Jad the Grey

Sunday, April 23, 2006

IGNORANCE!!! - The re-printing of the "Danish" cartoons

Some of the media says they re-print the cartoons as a matter of principle. I say "what principle"? The principle to insult someone just because you can?

I have tried to keep quiet but I can't stand the amount of ignorance there is in the world (including
Singapore). Most people think that this is an issue of right of free speech vs religion sensitivities

It is NOT. West (including
Singapore) segregates "normal" life and religious life and expects the world to be the same. Actually the world is NOT like that. Even Christian Life (as opposed to Western and Singaporean life) is not like that.

The west doesn't see that the cartoons are viewed as violence against Mohamed and Islam. And they don't realise that Islam is more important to them than their family and their own lives. (See how someone would react if someone wrote or joked in the newspapers that his / her mother or wife was a prostitute).

Yes. I agree that the violence is political - the cartoons came out in Sep and the violence only recently occurred. You must also factor in that news travels slowly in some of these countries.

But there is genuine anger.

If the reaction was not voilent, we would not hear about in the news. A quiet disagreement is not going to make any headlines = No newspaper articles = therefore their anger would not be heard. No one wants to hear about these powerless (even in their own country) people disagreeing with a newspaper so far away.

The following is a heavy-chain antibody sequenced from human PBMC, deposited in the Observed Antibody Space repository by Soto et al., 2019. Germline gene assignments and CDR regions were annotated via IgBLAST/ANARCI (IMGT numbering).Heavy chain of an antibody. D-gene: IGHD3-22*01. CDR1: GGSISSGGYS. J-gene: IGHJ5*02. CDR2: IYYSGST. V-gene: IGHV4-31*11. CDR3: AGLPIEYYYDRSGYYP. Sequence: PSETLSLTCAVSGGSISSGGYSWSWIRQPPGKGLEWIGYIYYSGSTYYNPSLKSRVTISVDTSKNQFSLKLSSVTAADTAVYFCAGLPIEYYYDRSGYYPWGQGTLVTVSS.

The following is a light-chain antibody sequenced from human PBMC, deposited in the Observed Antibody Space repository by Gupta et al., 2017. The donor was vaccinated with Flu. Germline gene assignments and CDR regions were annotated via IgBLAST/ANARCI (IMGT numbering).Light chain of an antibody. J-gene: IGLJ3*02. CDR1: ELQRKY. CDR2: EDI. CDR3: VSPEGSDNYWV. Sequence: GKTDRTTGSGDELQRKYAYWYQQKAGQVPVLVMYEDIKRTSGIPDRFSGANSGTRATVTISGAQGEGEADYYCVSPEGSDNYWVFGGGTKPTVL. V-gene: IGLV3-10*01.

So I actually think the media is partially to blame for this. If they thought race relations was important (as Singapore media thinks it is - please note this may be the only time you hear me praise Singapore media). And if the media thought that understanding is more important than freedom, I think there would be less problems.

I know freedom lovers will not like it very much but if you don't understand (e.g. others, yourself, the laws that govern the land), you are still a slave to whatever people tell you. Is not ignorance the bigger slavery?

And that is my accusation of people on both sides (and some that sit on the fence) of the debate - ignorance. That and the unwillingness to admit it.

Thus endeth my tirade.

Monday, April 10, 2006

After Action Report: Friedrich 01.04.2006 - The French view

Jad the Grey

To see the Russian view and overview read:

The game started quite uncertainly for me. It seems the more experienced players were playing Prussia and Austria - the biggest armies on the board. I found out later that this means they carry the heaviest burden of combat - at least the way the game played out.

As I advanced on the Hanoverian troops, I was more than a little peeved that Russia seemed to avoid combat. I found the system forces players to do things (or avoid doing things) that they would not like to do. This made other players question your motives and commitment to "the cause". Both the Austrian player and I were gritting out teeth saying that the Russians MUST attack or at least force the Prussians to attack them.

turn 2: I forgot that very quickly when the whole Hanoverian Army stood in front of 40% of my own. My other group had gone north to capture one of the objective cities and was unable to engage.